There are not many days that I don’t catch myself thinking about Vermont, the Green Mountain State, my former home of twenty-three years. My friends are enduring another long winter of sub-zero temperatures that ruin their cheerful dispositions. They too, have got the blues for the greens.
Eileen Brunetto, my dear friend and Vermont based author, recently invited me to tag along on a blog tour that her fellow Goddard College MFA classmate, Tamryn Spruill recently initiated. I’ve not yet met Tamryn but in accepting Eileen’s encouragement to participate in this tour, believe that a cosmic door has been opened, and that a personal interaction with Tamryn in the near future will likely occur. I’ll reserve my opinions and experiences with manifestation for another time. The purpose of this blog post is to answer the four questions that Tamryn is interested in having answered:
1) What are you working on?
Aside from my weekly blog posts, I’ve been writing new songs and re-working those that were recorded in 1996 with Full Moon Heart, a Vermont based acoustic quartet from the Mad River Valley. Picture Postcard Lullaby is the current working title for the collection of songs that I hope to record live at a few historic Sacramento locations for independent release in 2015.
2) How does your work differ from others’ in the same genre?
How my work differs from other writers or artists isn’t something I give much thought to because it makes me feel like I’m comparing myself to other artists. But for the sake of answering Tamryn’s question, I think that my work differs from others in the essence of the story, the authenticity in the sharing of an emotion.
3) Why do you write what you do?
I write in response to the emotions I feel in reaction to what I see, read, or have experienced.
4) How does your writing process work?
I take a walk with my dog along the American River every morning before I write or make art. There is something about physically moving through space that conjures up all sorts of ideas that I can then take back to my studio and translate into words or sketches. Other times, an idea presents itself and a song can be written in a span of 20 minutes. That is the most amazing process to experience, and I am so very grateful that I allow myself to be open enough to surrender to the muse.
CESA’s mission supports state and local leadership to promote the use of existing and emerging clean energy technologies. The Alliance’s analysis and studies are designed to accelerate clean energy deployment. They are a nationwide network of leaders at the state and local level working together to catalyze a low-carbon energy economy, and I feel privileged for having the opportunity to be in the presence of such good intended thought leaders. State policies and programs will determine the progress of renewable energy implementation and standards in America. Did you know that since 1998, $3.4 billion of state clean energy funds support has driven the construction of over 130,000 renewable energy projects representing a total investment of nearly $16 billion?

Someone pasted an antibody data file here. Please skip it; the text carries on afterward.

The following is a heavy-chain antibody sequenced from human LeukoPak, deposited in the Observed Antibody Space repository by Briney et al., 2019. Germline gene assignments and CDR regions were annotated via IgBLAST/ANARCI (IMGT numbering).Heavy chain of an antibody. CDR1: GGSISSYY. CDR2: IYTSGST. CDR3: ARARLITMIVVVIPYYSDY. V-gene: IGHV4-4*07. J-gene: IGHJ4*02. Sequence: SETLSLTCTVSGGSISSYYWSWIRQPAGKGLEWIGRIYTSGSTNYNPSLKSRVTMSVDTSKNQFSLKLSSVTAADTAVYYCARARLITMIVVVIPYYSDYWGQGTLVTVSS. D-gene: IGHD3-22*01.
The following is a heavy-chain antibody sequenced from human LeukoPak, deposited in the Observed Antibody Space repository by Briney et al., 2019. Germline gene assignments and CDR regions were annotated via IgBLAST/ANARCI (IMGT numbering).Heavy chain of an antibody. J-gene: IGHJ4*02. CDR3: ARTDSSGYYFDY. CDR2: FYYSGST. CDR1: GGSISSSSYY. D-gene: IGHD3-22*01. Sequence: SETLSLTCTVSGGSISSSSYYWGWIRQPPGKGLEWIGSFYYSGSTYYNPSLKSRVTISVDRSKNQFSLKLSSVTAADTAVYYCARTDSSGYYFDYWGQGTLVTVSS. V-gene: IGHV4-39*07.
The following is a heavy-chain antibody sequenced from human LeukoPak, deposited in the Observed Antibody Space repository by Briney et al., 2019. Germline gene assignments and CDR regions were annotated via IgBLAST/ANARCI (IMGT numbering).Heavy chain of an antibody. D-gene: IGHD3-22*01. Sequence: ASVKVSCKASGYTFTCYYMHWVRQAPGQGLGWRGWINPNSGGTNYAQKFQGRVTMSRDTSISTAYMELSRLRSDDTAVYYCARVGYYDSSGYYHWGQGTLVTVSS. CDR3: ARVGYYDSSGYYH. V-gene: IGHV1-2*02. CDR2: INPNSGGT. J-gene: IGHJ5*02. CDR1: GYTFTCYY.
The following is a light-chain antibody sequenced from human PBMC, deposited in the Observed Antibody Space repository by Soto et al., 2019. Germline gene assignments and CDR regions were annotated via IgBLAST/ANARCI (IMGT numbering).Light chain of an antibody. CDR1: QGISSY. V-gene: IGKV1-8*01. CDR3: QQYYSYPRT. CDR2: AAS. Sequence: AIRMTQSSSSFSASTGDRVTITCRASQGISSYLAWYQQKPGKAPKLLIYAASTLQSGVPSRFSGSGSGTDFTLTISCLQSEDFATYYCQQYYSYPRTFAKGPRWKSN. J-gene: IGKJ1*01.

I’m interested to see these projects continue to succeed and expand in the coming years, and will continue to do my part in supporting the initiatives.
The painting I have been creating to give as a house-warming gift is nearing completion and will soon travel from my home studio in California to Charlie and Eileen’s new home in Hinesburg, Vermont.
Capturing the essence of a place can’t be done in just one painting, so I look forward to returning to create more studies.
A dear friend and former neighbro (yes, I said neighbro) reminded me today that Vermont’s maple sugaring season will soon be starting without me. I miss having an opportunity to barter a day of labor for the delicious magic that my friend and esteemed Sugarmaker Ken Hastings makes each year for Bread Loaf View Farm in Cornwall, Vermont. The hard work that is expended in tapping 30 acres of one of Vermont’s finest Sugarbush makes the end product taste all the sweeter.
Pure Vermont maple syrup it is one of the most healthy sweeteners you can find. Did you know that the Maple sap has higher counts of manganese, riboflavin, zinc, and magnesium than white cane sugar, brown sugar, corn syrup or honey?
If you’ve ever had the pleasure of visiting a working sugar house during syrup production, you have an idea of the work and precision that is involved in the process. Sugar on Snow and Open House events occur typically in March to coincide with the peak of the season. It is an authentic and delectable taste of Vermont agricultural history that I am grateful to have experienced.